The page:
Budget Scale: 1-5
1-least expensive; 5-most expensive
4– Budgeting in Vancouver really depends on where you’re coming from and the exchange rate at the time. But all things being normal, Vancouver is a pretty expensive place to visit. There are a decent number of hostels, more than in most US cities of similar size, but you’re still going to pay a decent amount for even a dorm bed compared to other, less expensive regions of the world. Food is not cheap if you’re going to eat out, but there are some cheaper alternatives around.
Indie Travel Scale: 1-5
1-not a good Indie Travel destination; 5-a great Indie Travel destination
3– While there are a lot of touristy aspects to Vancouver, there are plenty of reasons why it’s a great indie travel destination. The city is very diverse, offering a variety of different ethnic restaurants to choose from. There is also a good amount of green space for such a large city, and the outdoor possibilities, both in and around the city, are endless. There are plenty of off the beaten path opportunities for travelers to Vancouver, and the vibe here is pretty awesome. Everyone seems to be really friendly, and immersing yourself into the local culture is quite easy.
Indie Travel Tips
There are lots of cool things to do in Vancouver, and there’s no shortage of great sites to see. But what if you’re looking for new and exciting things to add to your Vancouver itinerary? What is there to do for those who want more than just the typical touristy sites? Check out the following options to help you get the most of your trip to Vancouver.
- Rent a bike and explore – there are bike paths everywhere, and it’s simple and easy to get around on two wheels. You can explore the city center and surrounding areas quite easily by bicycle.
- Sure, Stanley Park is no secret place, but there’s a reason it’s near the top in all the guide books. It’s a pretty awesome green oasis in the middle of a big city. There are miles of biking, rollerblading, and walking trails, and it would be quite easy to waste away several days exploring this park while not spending a dime.
- Take a small water taxi or ferry across to Granville Island and check out the Granville Island Public Market. Markets are always great places to check out what the locals are up to while getting some great food.
- If you find yourself in Vancouver during the summer months (June through September) and like to explore markets, be sure to check out the Richmond Night Market. You may feel like you’ve been transported to Bangkok and a large Asian market, but this is a great place to pick up some souvenirs and some tasty street food.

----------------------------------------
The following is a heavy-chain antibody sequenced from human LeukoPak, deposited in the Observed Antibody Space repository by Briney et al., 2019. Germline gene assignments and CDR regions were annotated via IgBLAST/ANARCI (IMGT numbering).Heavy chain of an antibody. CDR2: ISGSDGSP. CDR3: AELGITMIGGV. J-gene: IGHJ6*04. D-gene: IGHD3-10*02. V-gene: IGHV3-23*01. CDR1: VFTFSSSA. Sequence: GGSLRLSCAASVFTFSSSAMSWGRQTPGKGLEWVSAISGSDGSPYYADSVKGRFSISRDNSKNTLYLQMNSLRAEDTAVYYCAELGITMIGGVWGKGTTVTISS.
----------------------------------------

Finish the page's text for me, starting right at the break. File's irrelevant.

Why you should add Vancouver to your RTW travel list
- Catch a ferry out to Vancouver Island.
- Don’t look down as you cross the Capilano Suspension Bridge.
- Walk in Stanley Park to Prospect Point to get a wonderful view of the city.
- Stroll down to English Bay and hang out in the very cool Kitsilano area.
- Talk in the greenery at Butchart Gardens.
- Seattle is only two hours away.
- The food is great and diverse, with a large Asian population providing plenty of tasty eats.
- Go skiing in the mountains and windsurf in the ocean – all in one day!
- Great public transport and a good hub for getting around to other parts of the world.
- Celebrate Chinese New Year in Chinatown.
Why you should not add Vancouver to your RTW travel list
- The prices are high and your budget can take a major hit.
- Like most of the Pacific Northwest region, it rains a lot, making taking advantage of all the outdoor activities problematic at times.
- Most cheap accommodations are located on or around Granville Street, the most touristy and commercial street in the city.
- Many of the so-called must see attractions and experiences come with a hefty price tag.
Are you heading to Vancouver? What do you need to do?
- Buy an international plane ticket
- Book a Vancouver hostel
- Book a Vancouver hotel
- Take a backpacker trip in North America
- Talk to travelers on the North American message boards
- Read travel articles on Vancouver